The Bottom Line: A fresh and timely take on the serial killer thriller that feels nearly as startling as American Psycho did decades ago.
American Slaughterhouse: Confessions of a 911 Paramedic poses a terrifying question: what if a first-responder that we depended on to save lives has in fact been abusing their power to demean, degrade and commit mass murder?
Doc Cage is the pseudonym for an author that purportedly died from COVID in 2020 after deliberately furthering the spread of the disease. After a terrifying first chapter that details a rape and strangulation inside an ambulance, Cage tells of the experiences that awakened the monster within him. Alternating timelines, the novel is a veritable highlight reel of time and place ranging from his childhood at home, to a stint in a drug cartel, the September 11th attacks and a tour as a combat medic in Afghanistan.
Among the most stirring scenes takes place after Doc’s mother, whose maiden name is “Cage,” is sent to a psychiatric hospital. Doc, already filled with murderous tendencies, is alone with his father, and is clearly on the edge of transformation: “I have the upper hand. It’s me who is the boogeyman… I look at the pitiful fool, and decide that he’s too old to beat up…Instead, I erase him from my life.. I will change my surname, and wipe ‘Rivera’ from my existence.”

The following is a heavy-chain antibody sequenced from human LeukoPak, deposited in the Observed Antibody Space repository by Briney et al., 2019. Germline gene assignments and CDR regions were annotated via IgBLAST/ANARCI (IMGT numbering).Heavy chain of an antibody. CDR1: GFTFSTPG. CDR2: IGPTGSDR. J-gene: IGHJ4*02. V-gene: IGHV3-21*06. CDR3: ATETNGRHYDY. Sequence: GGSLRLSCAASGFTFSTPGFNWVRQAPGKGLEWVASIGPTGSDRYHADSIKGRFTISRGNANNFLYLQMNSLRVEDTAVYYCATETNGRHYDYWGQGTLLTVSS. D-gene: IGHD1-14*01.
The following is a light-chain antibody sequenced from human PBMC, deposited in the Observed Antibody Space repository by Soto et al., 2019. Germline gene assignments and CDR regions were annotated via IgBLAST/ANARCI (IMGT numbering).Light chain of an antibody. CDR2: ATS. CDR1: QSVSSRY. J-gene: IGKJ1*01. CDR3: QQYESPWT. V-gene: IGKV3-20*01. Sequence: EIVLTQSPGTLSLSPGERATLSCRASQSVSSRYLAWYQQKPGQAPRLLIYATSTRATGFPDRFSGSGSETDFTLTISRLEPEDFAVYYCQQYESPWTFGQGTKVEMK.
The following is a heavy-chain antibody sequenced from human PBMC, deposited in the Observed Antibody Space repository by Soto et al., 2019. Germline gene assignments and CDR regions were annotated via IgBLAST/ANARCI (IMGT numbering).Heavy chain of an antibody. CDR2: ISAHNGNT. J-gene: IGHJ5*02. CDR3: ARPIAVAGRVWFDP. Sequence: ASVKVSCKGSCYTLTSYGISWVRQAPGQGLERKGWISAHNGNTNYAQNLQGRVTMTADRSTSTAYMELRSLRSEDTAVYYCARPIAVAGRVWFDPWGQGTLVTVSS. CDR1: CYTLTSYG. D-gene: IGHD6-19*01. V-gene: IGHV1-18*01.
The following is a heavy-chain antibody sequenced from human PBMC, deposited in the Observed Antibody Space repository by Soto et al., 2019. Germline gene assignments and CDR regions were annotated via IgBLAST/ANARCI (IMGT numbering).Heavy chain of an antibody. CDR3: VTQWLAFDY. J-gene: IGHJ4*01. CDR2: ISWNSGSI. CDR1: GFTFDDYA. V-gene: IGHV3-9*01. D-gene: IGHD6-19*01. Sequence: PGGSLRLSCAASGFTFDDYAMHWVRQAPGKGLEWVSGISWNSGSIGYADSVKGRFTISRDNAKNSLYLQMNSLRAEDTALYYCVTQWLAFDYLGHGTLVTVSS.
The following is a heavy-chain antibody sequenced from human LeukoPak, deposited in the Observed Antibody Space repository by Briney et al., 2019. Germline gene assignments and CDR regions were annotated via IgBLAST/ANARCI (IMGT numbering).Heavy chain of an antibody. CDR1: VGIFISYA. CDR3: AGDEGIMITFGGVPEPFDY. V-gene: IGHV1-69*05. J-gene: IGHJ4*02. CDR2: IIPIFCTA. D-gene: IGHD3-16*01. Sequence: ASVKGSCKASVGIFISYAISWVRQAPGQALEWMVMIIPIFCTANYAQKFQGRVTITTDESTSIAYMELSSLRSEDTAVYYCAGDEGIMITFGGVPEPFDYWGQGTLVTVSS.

Even as serial killer fiction goes, American Slaughterhouse is a very dark read, if only because the book is told in the first person. As such, certain passages read like murder porn, but even the most hardened reader couldn’t deny the book’s innovation. While not intended for a general audience, fans of serial killer fiction specifically will appreciate the novel’s ripped-from-the-headlines approach.